Chancroid is a sexually transmitted disease (STD) caused by a bacterium. It is common in tropical countries but rare in other parts of the world.
Any sexually active person can be infected with chancroid. It is more commonly seen in men than in women, particularly uncircumcised males.
Chancroid is spread by sexual contact with an infected individual. The bacteria are more likely to invade the sexual organs at a point of pre-existing injury, such as a small cut or scratch. The likelihood of transmission is greater if a person is very active sexually and does not practice personal hygiene.
The first sign of infection is usually the appearance of one or more sores or raised bumps on the genital organs. They are surrounded by a red border which soon becomes filled with pus and eventually ruptures, leaving a painful open sore. In 50 percent of untreated cases, the chancroid bacteria infect the lymph glands in the groin. Within five to 10 days of the appearance of primary sores, the glands on one side (sometimes both sides) of the groin become enlarged, hard and painful. A rounded painful swelling results which may eventually rupture.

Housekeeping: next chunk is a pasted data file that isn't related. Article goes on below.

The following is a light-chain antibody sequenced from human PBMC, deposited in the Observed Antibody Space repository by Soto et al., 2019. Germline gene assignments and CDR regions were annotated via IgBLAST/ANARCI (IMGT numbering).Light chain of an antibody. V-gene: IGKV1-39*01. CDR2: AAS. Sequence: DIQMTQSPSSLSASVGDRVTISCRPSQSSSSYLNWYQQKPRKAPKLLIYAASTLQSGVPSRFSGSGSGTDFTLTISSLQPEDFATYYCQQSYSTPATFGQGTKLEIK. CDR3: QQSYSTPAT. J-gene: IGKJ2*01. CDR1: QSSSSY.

Symptoms usually appear four to seven days after exposure.
Chancroid is contagious as long as the infected person has any open sores. The open sores contain bacteria and any contact with these sores can result in infection.
Untreated chancroid often results in ulcers occurring on the genitals. Sometimes the ulcers persist for weeks or months.
No. Reinfection can readily occur immediately after cure. There is no evidence of natural resistance.
Chancroid may be successfully treated with certain antibiotics. Lesions and ulcers can be expected to heal within two weeks.
- Limit the number of your sex partners.
- Use a condom.
- Carefully wash the genitals after sexual relations.
- If you think you are infected, avoid any sexual contact and visit your local STD clinic, a hospital or your doctor.
- Notify all sexual contacts immediately so they can obtain examination and treatment.